"Say to the believing men that they should lower their gaze and guard their modesty......And say to the believing women that they should lower their gaze and guard their modesty; that they should not display their beauty and ornaments except what ordinarily appear thereof; that they should draw their veils over their bosoms...." (24:30, 31). --Dr. Sherif Abdel Azeem
The Bible did not condemn polygamy. To the contrary, the Old Testament and Rabbinic writings frequently attest to the legality of polygamy. King Solomon is said to have had 700 wives and 300 concubines (1 Kings 11:3) Also, king David is said to have had many wives and concubines (2 Samuel 5:13). The Old Testament does have some injunctions on how to distribute the property of a man among his sons from different wives (Deut. 22:7). The only restriction on polygamy is a ban on taking a wife's sister as a rival wife (Lev. 18:18). The Talmud advises a maximum of four wives. 51 European Jews continued to practice polygamy until the sixteenth century. Oriental Jews regularly practiced polygamy until they arrived in Israel where it is forbidden under civil law. However, under religious law which overrides civil law in such cases, it is permissible. 52
What about the New Testament? According to Father Eugene Hillman in his insightful book, Polygamy reconsidered, "Nowhere in the New Testament is there any explicit commandment that marriage should be monogamous or any explicit commandment forbidding polygamy." 53 Moreover, Jesus has not spoken against polygamy though it was practiced by the Jews of his society.
… The Quran, too, allowed polygamy, but not without restrictions:
"If you fear that you shall not be able to deal justly with the orphans, marry women of your choice, two or three or four; but if you fear that you shall not be able to deal justly with them, then only one" (4:3).
The Quran, contrary to the Bible, limited the maximum number of wives to four under the strict condition of treating the wives equally and justly. It should not be understood that the Quran is exhorting the believers to practice polygamy, or that polygamy is considered as an ideal. In other words, the Quran has "tolerated" or "allowed" polygamy, and no more, but why? Why is polygamy permissible ? The answer is simple: there are places and times in which there are compelling social and moral reasons for polygamy. As the above Quranic verse indicates, the issue of polygamy in Islam cannot be understood apart from community obligations towards orphans and widows. Islam as a universal religion suitable for all places and all times could not ignore these compelling obligations. -- Dr. Sherif Abdel Azeem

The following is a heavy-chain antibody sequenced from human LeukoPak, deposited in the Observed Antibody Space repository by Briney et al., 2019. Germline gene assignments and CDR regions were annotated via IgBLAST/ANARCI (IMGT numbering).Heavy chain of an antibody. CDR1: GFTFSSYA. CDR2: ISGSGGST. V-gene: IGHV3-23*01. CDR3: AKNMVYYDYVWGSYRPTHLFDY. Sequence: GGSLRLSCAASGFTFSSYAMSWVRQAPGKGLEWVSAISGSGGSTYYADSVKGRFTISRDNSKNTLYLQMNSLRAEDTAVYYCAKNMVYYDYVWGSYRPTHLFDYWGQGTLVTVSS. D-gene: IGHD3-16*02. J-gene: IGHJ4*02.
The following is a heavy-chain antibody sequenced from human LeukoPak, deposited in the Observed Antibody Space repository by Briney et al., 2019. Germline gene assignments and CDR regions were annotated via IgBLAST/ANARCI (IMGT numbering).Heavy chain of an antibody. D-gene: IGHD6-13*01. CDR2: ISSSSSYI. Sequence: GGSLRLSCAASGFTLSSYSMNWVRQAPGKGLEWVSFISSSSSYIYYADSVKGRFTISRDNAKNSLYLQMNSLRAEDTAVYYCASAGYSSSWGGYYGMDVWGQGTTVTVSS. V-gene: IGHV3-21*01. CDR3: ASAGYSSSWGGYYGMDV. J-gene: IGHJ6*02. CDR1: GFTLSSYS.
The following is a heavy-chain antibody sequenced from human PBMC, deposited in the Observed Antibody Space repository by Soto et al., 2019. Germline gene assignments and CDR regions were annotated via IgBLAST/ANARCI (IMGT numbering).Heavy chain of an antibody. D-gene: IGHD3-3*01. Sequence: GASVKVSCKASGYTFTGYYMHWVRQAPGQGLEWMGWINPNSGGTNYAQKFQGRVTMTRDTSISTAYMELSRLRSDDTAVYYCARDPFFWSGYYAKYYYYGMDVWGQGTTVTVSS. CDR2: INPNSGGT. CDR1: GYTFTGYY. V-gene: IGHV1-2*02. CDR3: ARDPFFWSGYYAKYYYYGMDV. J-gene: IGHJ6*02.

Because of the fact that the Old Testament recognized no inheritance rights to them, widows were among the most vulnerable of the Jewish population. The male relatives who inherited all of a woman's deceased husband's estate were to provide for her from that estate. However, widows had no way to ensure this provision was carried out, and lived on the mercy of others. Therefore, widows were among the lowest classes in ancient Israel and widowhood was considered a symbol of great degradation (Isaiah 54:4). But the plight of a widow in the Biblical tradition extended even beyond her exclusion from her husband's property. According to Genesis 38, a childless widow must marry her husband's brother, even if he is already married, so that he can produce offspring for his dead brother, thus ensuring his brother's name will not die out.
"Then Judah said to Onan, 'Lie with your brother's wife and fulfil your duty to her as a brother-in-law to produce offspring for your brother' " (Genesis 38:8).
The widow's consent to this marriage is not required. The widow is treated as part of her deceased husband's property whose main function is to ensure her husband's posterity. This Biblical law is still practiced in today's Israel. 48
The pagan Arabs before Islam had similar practices. A widow was considered a part of her husband's property to be inherited by his male heirs and she was, usually, given in marriage to the deceased man's eldest son from another wife. The Quran scathingly attacked and abolished this degrading custom:
"And marry not women whom your fathers married--Except what is past-- it was shameful, odious, and abominable custom indeed" (4:22). -- Dr. Sherif Abdel Azeem
The Old Testament in several places commands kind and considerate treatment of the parents and condemns those who dishonour them. … It is difficult to speak of the New Testament as a scripture that calls for honouring the mother. To the contrary, one gets the impression that the New Testament considers kind treatment of mothers as an impediment on the way to God. According to the New Testament, one cannot become a good Christian worthy of becoming a disciple of Christ unless he hates his mother. It is attributed to Jesus to have said: "If anyone comes to me and does not hate his father and mother, his wife and children, his brothers and sisters--yes, even his own life--he cannot be my disciple" (Luke 14:26).
…. In Islam, the honour, respect, and esteem attached to motherhood is unparalleled. The Quran places the importance of kindness to parents as second only to worshipping God Almighty:
"Your Lord has decreed that you worship none but Him, And that you be kind to parents. Whether one or both of them attain old age in your life, Say not to them a word of contempt, nor repel them, But address them in terms of honour. And out of kindness, Lower to them the wing of humility, and say: 'My Lord! bestow on them Your Mercy as they Cherished me in childhood' " (17:23-24).